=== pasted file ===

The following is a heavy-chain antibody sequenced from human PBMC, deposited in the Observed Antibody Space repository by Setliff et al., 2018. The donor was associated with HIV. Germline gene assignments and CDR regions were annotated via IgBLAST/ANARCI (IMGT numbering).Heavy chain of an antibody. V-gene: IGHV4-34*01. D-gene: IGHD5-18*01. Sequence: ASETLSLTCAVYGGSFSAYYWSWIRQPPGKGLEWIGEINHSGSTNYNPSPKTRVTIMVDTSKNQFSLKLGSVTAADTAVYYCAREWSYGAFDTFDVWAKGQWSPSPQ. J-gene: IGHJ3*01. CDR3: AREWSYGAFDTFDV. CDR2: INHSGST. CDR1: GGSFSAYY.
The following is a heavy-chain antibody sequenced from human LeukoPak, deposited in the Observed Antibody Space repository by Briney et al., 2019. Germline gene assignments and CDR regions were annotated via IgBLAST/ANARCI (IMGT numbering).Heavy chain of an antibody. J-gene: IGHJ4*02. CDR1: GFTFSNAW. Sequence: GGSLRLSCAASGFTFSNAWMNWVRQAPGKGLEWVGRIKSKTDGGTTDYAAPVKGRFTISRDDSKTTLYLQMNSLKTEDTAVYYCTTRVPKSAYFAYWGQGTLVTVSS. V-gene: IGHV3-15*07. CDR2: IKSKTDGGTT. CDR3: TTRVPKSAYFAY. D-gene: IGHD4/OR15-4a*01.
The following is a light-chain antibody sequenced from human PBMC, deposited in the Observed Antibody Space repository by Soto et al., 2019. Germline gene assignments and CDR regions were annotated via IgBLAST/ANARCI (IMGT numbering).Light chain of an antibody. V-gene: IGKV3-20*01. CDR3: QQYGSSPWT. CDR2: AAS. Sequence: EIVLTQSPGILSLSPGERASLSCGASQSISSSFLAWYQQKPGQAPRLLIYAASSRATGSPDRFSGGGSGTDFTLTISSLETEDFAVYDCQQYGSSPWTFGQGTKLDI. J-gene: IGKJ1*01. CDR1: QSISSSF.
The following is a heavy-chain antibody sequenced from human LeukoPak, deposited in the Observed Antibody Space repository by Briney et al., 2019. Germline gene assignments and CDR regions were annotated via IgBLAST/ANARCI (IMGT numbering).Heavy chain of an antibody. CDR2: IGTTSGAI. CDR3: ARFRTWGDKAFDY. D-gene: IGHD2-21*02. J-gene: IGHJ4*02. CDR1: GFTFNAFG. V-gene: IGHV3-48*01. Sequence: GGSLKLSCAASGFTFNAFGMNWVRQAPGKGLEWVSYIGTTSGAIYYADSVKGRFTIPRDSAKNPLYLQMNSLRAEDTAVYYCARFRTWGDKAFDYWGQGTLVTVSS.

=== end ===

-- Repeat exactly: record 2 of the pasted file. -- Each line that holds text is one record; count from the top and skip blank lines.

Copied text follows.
The following is a heavy-chain antibody sequenced from human LeukoPak, deposited in the Observed Antibody Space repository by Briney et al., 2019. Germline gene assignments and CDR regions were annotated via IgBLAST/ANARCI (IMGT numbering).Heavy chain of an antibody. J-gene: IGHJ4*02. CDR1: GFTFSNAW. Sequence: GGSLRLSCAASGFTFSNAWMNWVRQAPGKGLEWVGRIKSKTDGGTTDYAAPVKGRFTISRDDSKTTLYLQMNSLKTEDTAVYYCTTRVPKSAYFAYWGQGTLVTVSS. V-gene: IGHV3-15*07. CDR2: IKSKTDGGTT. CDR3: TTRVPKSAYFAY. D-gene: IGHD4/OR15-4a*01.